What Makes a Vintage Fabulous?

From John, December 2nd, 2014
Freshly crushed Clos Electrique Pinot noir. Photo courtesy of Olivia Schelly

Freshly crushed Clos Electrique Pinot noir. Photo courtesy of Olivia Schelly

Whenever a vintage gives us beautiful fruit to vinify, discussion often revolves around “why?”. Some growers will tell you that it was the meticulous manner in which they cared for the vineyard. Some winemakers will strut around attempting to take credit. But the truth always lies in the vagaries of weather. And generally the vagaries are most important in the spring (around bloom) and in the Fall (just prior to harvest). Even the previous vintage (with its effect on primordial bud development) can be equally credited.

So this brings us to 2012 which is getting lots of positive press. The crop ended up tiny overall in 2012 and for the most part this was due to necrosis of the grape flowers. With necrosis, the promising little flowers simply dry up and, for a while at least, sit there tormenting the grower with what could have been! In 2012 a warm early Spring initiated substantial growth and the roots responded with ample ammonia to fuel the early growth. But then, just prior to bloom, the average temperatures dropped precipitously, growth stalled and the ammonia levels started to rise (apparently nobody thought to tell the roots to cool it). When ammonia levels start to become toxic, the floral parts of the plant are particularly sensitive and necrosis results.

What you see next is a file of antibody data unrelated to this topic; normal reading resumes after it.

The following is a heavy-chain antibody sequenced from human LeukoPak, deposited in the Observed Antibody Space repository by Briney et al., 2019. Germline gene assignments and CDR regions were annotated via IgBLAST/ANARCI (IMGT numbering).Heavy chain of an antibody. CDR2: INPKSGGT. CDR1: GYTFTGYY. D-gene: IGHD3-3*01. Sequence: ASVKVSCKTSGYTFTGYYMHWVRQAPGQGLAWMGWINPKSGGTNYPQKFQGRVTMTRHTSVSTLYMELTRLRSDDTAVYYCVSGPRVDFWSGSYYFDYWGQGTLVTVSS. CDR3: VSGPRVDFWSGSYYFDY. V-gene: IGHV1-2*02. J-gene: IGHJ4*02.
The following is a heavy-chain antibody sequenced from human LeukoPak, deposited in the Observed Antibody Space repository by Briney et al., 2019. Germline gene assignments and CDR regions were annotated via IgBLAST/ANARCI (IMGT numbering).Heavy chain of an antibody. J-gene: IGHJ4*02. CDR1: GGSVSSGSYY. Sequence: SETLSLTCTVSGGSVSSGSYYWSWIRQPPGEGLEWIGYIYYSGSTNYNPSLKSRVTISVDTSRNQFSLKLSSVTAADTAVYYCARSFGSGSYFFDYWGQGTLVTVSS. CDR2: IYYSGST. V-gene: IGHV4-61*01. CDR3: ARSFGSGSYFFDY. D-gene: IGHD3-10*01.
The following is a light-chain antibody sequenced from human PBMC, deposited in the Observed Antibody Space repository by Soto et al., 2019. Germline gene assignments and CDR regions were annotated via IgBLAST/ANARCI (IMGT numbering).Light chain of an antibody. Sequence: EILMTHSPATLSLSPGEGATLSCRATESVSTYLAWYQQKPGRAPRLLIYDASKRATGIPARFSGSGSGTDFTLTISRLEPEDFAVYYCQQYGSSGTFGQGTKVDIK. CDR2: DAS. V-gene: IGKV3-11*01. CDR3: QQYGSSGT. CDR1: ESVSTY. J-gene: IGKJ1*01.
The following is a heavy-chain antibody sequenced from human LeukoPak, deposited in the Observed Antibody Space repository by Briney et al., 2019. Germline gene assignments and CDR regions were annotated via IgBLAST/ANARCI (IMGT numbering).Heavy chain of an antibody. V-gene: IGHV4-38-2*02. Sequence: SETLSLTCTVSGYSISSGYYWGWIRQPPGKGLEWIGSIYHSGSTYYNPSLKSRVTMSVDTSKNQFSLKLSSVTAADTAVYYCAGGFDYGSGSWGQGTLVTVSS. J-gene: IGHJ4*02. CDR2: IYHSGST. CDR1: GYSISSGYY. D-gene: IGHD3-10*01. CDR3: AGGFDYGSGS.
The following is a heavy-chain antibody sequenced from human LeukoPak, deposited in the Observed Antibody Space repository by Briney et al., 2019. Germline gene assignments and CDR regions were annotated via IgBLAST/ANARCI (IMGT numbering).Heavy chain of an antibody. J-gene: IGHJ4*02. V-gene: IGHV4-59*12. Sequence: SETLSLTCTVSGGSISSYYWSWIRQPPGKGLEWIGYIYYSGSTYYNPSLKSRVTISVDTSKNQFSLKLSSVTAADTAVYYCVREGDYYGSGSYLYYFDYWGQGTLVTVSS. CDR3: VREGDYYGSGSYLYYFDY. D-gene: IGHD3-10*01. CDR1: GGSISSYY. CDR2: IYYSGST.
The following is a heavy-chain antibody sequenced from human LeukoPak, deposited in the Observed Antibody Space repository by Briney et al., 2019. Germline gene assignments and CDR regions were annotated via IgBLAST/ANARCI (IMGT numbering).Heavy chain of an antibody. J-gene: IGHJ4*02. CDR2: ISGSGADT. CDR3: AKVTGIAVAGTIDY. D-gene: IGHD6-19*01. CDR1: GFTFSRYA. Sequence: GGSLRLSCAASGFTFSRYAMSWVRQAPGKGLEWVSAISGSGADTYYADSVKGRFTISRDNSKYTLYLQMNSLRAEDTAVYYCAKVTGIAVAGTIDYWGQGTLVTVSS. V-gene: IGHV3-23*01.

What this meant overall for the developing 2012 vintage was that the crop would be small. In our vineyards, it would average less than 1 ton per acre (or around 13-14 hl/hectare). These are tiny yields of considerably less than half of normal. As we proceeded through a warm, pleasant summer the crop slowly ripened. And then we hit almost perfect Fall weather: cooler than average night temperatures (which preserves acidity) and warmer than average daytime temperatures (which aids ripening). And to top it off, we experienced absolutely clear weather from the 22nd of September to the 12th of October which covered the bulk of harvest.

The result is wines of high intensity (due to the small crop), perfect ripeness (due to the Fall weather) and high acidity (due to cool nights). And while the intensity on these young wines makes them seem a bit “un-Pinot noir-like”, they will show their mettle as they age.

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